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Simvastatin augments revascularization and reperfusion in a murine model of hind limb ischemia - Multimodal imaging assessment

 

INTRODUCTION:

Peripheral artery disease can lead to severe disability and limb loss. Therapeutic strategies focussing on macrovascular repair have shown benefit but have not significantly reduced amputation rates in progressive PAD. Proangiogenic small molecule therapies may substantially improve vascularisation in limb ischemia. The purpose of the current study was to assess the proangiogenic effects of simvastatin in a murine model of hind limb ischemia using longitudinal multimodal imaging.

METHODS:

Mice underwent surgical intervention to induce hind limb ischemia, and were treated with simvastatin orally for 28days. Neovascularisation was assessed using 99mTc-RGD SPECT imaging, and macrovascular volume was assessed by quantitative time of flight MRI. At each imaging time point, VEGF expression and capillary vessel density were quantified using immunohistochemical analysis.

RESULTS:

Simvastatin significantly increased 99mTc-RGD retention in the ischemic hind limb by day 3 post-surgery, with maximal retention at day 8. Vascular volume was significantly increased in the ischemic hind limb of simvastatin treated animals, but only by day 22. Immunohistochemical analysis shows that simvastatin significantly augmented tissue VEGF expression from day 8 with increase in capillary density (CD31+) from day 14.

CONCLUSIONS:

Early assessment of proangiogenic therapy efficacy can be identified using 99mTc-RGD SPECT, which displays significant increases in retention before macrovascular volume changes are measureable with MRI.

ADVANCES IN KNOWLEDGE AND IMPLICATIONS FOR PATIENT CARE:

Simvastatin offers an effective proangiogenic therapy as an adjunct for management of limb ischemia. Simvastatin induces integrin expression and vascular remodeling leading to neovascularisation and improved perfusion.

INTRODUCTION:

Peripheral artery disease can lead to severe disability and limb loss. Therapeutic strategies focussing on macrovascular repair have shown benefit but have not significantly reduced amputation rates in progressive PAD. Proangiogenic small molecule therapies may substantially improve vascularisation in limb ischemia. The purpose of the current study was to assess the proangiogenic effects of simvastatin in a murine model of hind limb ischemia using longitudinal multimodal imaging.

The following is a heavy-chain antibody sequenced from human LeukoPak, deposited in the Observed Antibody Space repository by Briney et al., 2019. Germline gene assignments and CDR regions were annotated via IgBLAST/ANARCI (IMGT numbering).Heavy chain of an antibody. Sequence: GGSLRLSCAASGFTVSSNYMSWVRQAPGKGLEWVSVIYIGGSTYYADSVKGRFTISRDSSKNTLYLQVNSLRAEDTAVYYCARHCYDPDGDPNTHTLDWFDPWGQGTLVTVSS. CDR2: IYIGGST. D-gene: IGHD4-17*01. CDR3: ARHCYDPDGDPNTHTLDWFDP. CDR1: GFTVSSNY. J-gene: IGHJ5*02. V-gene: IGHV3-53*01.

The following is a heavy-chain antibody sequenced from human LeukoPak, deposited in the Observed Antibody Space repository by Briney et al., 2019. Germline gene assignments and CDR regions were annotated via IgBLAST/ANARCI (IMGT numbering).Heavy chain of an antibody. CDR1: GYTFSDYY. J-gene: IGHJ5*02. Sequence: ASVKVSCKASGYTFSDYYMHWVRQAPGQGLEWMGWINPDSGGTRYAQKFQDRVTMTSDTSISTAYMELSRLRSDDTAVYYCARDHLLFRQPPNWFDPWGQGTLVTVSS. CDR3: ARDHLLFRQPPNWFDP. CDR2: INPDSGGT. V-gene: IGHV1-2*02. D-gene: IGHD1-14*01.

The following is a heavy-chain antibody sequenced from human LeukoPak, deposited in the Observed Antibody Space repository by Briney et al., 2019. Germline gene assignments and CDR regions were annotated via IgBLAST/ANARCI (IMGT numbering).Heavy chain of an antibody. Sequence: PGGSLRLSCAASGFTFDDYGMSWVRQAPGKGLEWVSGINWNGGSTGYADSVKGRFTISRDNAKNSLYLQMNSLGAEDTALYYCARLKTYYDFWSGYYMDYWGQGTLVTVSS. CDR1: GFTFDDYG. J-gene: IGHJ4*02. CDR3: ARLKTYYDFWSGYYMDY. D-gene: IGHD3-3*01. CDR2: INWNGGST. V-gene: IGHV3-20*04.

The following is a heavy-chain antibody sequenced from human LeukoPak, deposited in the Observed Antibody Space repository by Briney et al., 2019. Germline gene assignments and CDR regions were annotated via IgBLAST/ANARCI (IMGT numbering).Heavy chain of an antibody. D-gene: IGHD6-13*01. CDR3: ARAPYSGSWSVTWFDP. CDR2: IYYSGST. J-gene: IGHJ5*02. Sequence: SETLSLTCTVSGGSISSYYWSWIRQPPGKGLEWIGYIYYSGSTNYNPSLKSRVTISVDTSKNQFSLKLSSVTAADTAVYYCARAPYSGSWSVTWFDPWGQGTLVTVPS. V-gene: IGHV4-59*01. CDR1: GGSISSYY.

METHODS:

Mice underwent surgical intervention to induce hind limb ischemia, and were treated with simvastatin orally for 28days. Neovascularisation was assessed using 99mTc-RGD SPECT imaging, and macrovascular volume was assessed by quantitative time of flight MRI. At each imaging time point, VEGF expression and capillary vessel density were quantified using immunohistochemical analysis.

RESULTS:

Simvastatin significantly increased 99mTc-RGD retention in the ischemic hind limb by day 3 post-surgery, with maximal retention at day 8. Vascular volume was significantly increased in the ischemic hind limb of simvastatin treated animals, but only by day 22. Immunohistochemical analysis shows that simvastatin significantly augmented tissue VEGF expression from day 8 with increase in capillary density (CD31+) from day 14.

CONCLUSIONS:

Early assessment of proangiogenic therapy efficacy can be identified using 99mTc-RGD SPECT, which displays significant increases in retention before macrovascular volume changes are measureable with MRI.

ADVANCES IN KNOWLEDGE AND IMPLICATIONS FOR PATIENT CARE:

Simvastatin offers an effective proangiogenic therapy as an adjunct for management of limb ischemia. Simvastatin induces integrin expression and vascular remodeling leading to neovascularisation and improved perfusion.

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S1792 Simvastatin (MK 733) Simvastatin (MK-0733, MK 733) is a competitive inhibitor of HMG-CoA reductase with Ki of 0.1-0.2 nM in cell-free assays. Simvastatin induces ferroptosis, mitophagy, autophagy and apoptosis. (44) (6)

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